The Malmaison has been nestling in its cocoon of scaffolding, quietly going about its business, for the past 12 months. Opening during 2007, the liverpool branch was the first Mal not to regenerate an old building. Thus, instead of residing in an old warehouse, bus company office or prison, this hotel has its own new build. It may not be everyone’s idea of beauty, but it does at least dare to stand out against the tedious Crown Plaza next door: a building so boring and unoriginal, if I ever met the architect I would feel morally obliged to punch him in the face.
The Malmaison chain fashions itself as a great food and drink destination, offering chic bars and contemporary restaurants. With the liverpool branch’s self imposed cocoon (it was a problem with the cladding), this hotel has been biding its time before a relaunch later this year. I took my seat on a busier than expected Tuesday evening, hoping that the food would live up to the modern and clean interior.
At first glance the menu appeared to be following the overly common bar and grill format, although closer inspection revealed some far more interesting dishes. It’s not that the bar and grill format is bad, indeed done well the food can tread the fine line of being hearty and delicate, done poorly however and I’d rather spend my time admiring the architectural nuances of the Crown Plaza.The grill section contained the usual aged steaks and fancy burgers, but it was the mains the fish sections that caught my eye, with more brasserie style dishes.
Service was friendly and professional, the waitress effortlessly explaining the cut of meat used in the veal dish and recommending the way it should be cooked. I did as suggested and chose the Brixham Crab for my starter and Veal Onglet, cooked to medium, for my main.
The Brixham Crab with Waldorf salad (£7.95) came as a large flat circle of white crab meat dressed with celery, walnuts and avocado, accompanied by walnut and poppy seed toast. The soft and delicate crab was balanced by the gentle crunch of walnuts and the crispiness of fresh celery. The toast worked well as an additional texture, and nothing over powered the gentle crab flavour, however I would have preferred a pinch more seasoning.
The Veal Onglet with Cafe du Paris sauce and fennel (£18.95), was an interesting dish. The cut of meat, as explained, was from the underside of the animal, a cheaper cut, full of flavour, usually requiring a touch more cooking. So against my better judgment, I chose to have a steak medium, and it turned up perfectly cooked with just a hint of pink in the middle. The meat was soft and tender, the crunch of grilled fennel worked well as accompaniment and was balanced by the sauce. This, I was informed, is a version of secret recipe from France, which I later found out was from Geneva. It was essentially a herb butter packed full of a variety of ingredients, and was delicious a perfect addison to the veal. Good enough for me to contemplate drinking it straight from the little pot it arrived in. The grilled courgettes with parmesan (£3.25) made for an excellent side.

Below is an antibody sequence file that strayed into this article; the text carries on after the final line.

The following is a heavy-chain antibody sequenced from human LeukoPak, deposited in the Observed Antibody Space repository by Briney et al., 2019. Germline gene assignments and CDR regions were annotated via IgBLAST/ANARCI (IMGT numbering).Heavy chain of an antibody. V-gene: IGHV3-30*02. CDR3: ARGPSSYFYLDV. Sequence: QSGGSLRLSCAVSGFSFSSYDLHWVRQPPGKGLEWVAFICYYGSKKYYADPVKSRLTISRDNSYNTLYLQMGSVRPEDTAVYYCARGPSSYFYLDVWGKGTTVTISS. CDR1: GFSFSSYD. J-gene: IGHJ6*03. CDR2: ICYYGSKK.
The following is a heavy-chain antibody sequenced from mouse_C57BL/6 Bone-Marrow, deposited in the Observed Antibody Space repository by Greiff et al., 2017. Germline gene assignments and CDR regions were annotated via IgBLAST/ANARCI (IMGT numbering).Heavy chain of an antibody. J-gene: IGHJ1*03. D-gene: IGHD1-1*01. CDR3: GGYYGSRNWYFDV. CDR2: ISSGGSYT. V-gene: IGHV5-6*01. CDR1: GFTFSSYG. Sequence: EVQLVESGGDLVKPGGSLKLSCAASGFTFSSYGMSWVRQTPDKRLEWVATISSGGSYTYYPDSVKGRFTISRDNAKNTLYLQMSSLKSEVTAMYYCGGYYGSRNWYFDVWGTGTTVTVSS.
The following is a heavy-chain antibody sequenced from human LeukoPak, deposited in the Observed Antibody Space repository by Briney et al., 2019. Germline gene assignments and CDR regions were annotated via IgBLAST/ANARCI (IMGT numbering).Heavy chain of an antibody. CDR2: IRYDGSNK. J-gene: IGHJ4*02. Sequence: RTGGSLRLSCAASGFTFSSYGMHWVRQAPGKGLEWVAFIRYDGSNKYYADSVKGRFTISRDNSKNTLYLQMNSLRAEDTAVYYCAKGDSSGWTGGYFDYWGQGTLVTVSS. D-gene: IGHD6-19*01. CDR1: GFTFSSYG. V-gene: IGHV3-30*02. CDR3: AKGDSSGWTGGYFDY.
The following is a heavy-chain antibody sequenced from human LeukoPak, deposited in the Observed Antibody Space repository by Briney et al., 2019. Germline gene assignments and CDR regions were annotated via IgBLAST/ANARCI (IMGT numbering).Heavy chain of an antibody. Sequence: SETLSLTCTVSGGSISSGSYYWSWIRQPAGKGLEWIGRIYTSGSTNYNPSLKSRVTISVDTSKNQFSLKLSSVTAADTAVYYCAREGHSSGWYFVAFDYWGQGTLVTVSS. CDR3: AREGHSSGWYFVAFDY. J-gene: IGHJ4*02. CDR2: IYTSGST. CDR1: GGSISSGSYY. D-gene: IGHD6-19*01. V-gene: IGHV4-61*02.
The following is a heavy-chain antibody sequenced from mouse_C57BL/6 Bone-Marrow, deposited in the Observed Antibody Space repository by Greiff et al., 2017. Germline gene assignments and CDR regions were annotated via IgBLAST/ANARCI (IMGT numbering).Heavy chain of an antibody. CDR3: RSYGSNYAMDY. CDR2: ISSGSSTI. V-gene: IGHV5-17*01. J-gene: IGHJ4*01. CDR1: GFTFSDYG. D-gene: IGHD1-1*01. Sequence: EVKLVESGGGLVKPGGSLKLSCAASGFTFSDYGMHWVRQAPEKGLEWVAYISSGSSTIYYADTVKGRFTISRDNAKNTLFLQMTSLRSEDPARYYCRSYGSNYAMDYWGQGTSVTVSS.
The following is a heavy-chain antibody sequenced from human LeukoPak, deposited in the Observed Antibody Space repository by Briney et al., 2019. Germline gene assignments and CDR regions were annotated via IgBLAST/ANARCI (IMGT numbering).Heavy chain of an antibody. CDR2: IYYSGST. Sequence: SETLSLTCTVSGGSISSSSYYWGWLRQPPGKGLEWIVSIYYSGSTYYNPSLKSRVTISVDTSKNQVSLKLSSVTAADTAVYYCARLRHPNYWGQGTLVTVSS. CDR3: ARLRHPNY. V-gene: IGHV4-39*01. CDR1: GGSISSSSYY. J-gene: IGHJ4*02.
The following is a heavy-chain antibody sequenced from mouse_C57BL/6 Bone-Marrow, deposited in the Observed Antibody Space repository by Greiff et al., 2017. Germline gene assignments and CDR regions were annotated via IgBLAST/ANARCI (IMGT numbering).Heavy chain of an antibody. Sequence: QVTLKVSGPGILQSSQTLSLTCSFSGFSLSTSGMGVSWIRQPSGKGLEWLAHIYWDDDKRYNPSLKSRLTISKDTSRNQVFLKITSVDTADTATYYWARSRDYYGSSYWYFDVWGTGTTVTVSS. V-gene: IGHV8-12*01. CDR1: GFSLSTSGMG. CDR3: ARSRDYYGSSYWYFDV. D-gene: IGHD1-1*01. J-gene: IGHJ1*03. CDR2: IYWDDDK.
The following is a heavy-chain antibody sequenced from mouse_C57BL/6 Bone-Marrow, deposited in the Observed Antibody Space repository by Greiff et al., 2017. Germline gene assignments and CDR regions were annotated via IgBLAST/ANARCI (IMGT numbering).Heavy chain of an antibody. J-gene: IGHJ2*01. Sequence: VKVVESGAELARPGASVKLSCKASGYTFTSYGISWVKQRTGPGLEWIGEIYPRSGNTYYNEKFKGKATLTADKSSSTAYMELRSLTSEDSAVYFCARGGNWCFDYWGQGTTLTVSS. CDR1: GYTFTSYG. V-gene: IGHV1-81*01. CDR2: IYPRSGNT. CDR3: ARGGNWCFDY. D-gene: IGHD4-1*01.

I ordered the caramlised banana waffles (£5.95) with chocolate sauce and ice cream, a heavy comforting sounding pudding that I hoped would stick to my ribs. However, it mainly stuck to the roof of my mouth. The waffle itself was light and had a lovely brioche like texture and flavour. The chocolate sauce and banana, which turned out to be raw with a layer of caramel applied to it, were far too heavy and made the dish overly dry and uncomfortably thick. It could have benefited from a dollop of whipped cream, a drizzle of maple syrup or some other lubrication.
Dessert aside, the meal, and the service showed skill, professionalism and attention to detail. Two of of three ain’t bad.
William Jessop Way, Liverpool